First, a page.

The EU has only itself to blame for ratings mess

By Hugo Dixon
July 7, 2011

By Hugo Dixon
The author is a Reuters Breakingviews columnist. The opinions expressed are his own.

Europe has only itself to blame for the mess created by the ratings agencies. Luminaries including Jose Manuel Barroso, the president of the European Commission, and Wolfgang Schaeuble, Germany’s finance minister, have lambasted Moody’s for downgrading Portugal. But Europe has wasted many chances to neuter the power of credit ratings agencies. Instead they choose to fetishize them. An especially stark instance can be seen in the European Central Bank’s current approach to Greece.

For years it has been apparent that the financial world pays far too much attention to the three big ratings agencies — Moody’s, Standard & Poor’s and Fitch. They should be treated like any other opinion in the market. But their special position allows them to create havoc. It is not just that investors hang on their every word, they are also embedded in the system for regulating banks and other official mechanisms. Yet the agencies are often too slow to spot trouble, with the result that borrowers are able to run up excessive debts. And when they do change their minds, they can help provoke a stampede.

One might have thought that policymakers would have got the message after the dot-com bubble burst in 2000 triggering a corporate debt crisis. But no. One might have thought they would have twigged after the credit crunch. But no. Sure, it’s hard to tell private investors to stop paying the agencies so much attention. But central banks and bank regulators could have cut them out of their thinking. Despite endless discussions and some half reforms, nobody in power embraced the radical option of treating the agencies just like any old analyst — and often a bad one.

The most glaring mistake has been the ECB’s decision to link the resolution of the Greek crisis — and, by extension, potentially the future of Europe — to what these agencies think. The ECB says it won’t accept Greek government debt as collateral if agencies take the view that Athens has defaulted. Such a threat, if carried out, could bankrupt the Greek banking system, which relies on such collateral to fund itself. As a consequence, it could cause chaos throughout the rest of the euro zone.

But the ECB shouldn’t rely on the agencies to tell it whether Greece has defaulted. One might have thought it was smart enough to form its own view. Given such an abdication of responsibility, it’s no wonder everybody else bows down before these false demigods. And then Europe is left complaining. It is an inconsistency, and a malaise, that beggars belief.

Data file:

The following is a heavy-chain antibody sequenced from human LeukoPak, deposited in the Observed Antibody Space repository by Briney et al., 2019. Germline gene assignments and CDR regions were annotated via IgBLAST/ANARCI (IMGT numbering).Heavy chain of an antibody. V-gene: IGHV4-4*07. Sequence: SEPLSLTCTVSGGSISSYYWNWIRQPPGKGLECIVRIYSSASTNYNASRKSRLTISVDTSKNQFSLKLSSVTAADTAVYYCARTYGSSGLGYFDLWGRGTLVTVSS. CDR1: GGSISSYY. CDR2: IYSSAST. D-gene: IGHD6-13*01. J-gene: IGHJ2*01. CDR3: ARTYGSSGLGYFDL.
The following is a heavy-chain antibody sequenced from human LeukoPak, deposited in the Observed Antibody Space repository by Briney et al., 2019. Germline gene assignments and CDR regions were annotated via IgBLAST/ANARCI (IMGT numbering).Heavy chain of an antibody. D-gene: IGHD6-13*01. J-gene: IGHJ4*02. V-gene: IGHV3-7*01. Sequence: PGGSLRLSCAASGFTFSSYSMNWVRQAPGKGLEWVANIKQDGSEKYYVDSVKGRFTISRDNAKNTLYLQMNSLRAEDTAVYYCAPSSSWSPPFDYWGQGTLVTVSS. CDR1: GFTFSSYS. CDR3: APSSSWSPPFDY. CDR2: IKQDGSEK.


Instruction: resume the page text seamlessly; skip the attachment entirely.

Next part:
Comments

Agreed and well placed!

Posted by Intriped | Report as abusive
 

Indeed, the ECB is quite smart enough to know whether or not Greece has defaulted. However, they have not the courage to confront what they know to be true.

“Loaning” more non-Greek public money to Greece is morally wrong because only an abject fool would consider the move a profitable investment strategy.

The ECB knows perfectly well that Greece is horribly far from credit worthy, yet they are desperate to give more money to Greece because of the fragility of the European financial system.

That is why the ECB wants someone like Moody’s to give its blessing. In America, a misrepresentation like that is known as “putting lipstick on a pig” to make it more attractive. There were a lot of pigs wearing lipstick here in 2007.

Closing one’s eyes to reality really doesn’t do anyone any favors. Sooner or later, you bump into reality anyway.

Greece should not be allowed to default; they should be forced to default. Poorly managed banks and governments should be forced to suffer the consequences of their bad decisions.

The kinds of reforms necessary in the current financial system cannot occur through gradual evolution because the impetus for change is puny is comparison to the robust impetus for maintaining the status quo.

The current financial system is rotten to its core and unfortunately can only be reformed in the wake of cataclysm.

Posted by breezinthru | Report as abusive
 

Absolutely right! Furthermore, countries that in the past have taken the truly necessary measures and hence slashed their debt -therefore defaulted and had their credit rating lowered to junk levels – have later come back to the market with better acceptance and good credit ratings because their debt levels are now at reasonable levels.

Posted by luiscatan | Report as abusive
 

[...] The EU has only itself to blame for ratings mess [...]

 

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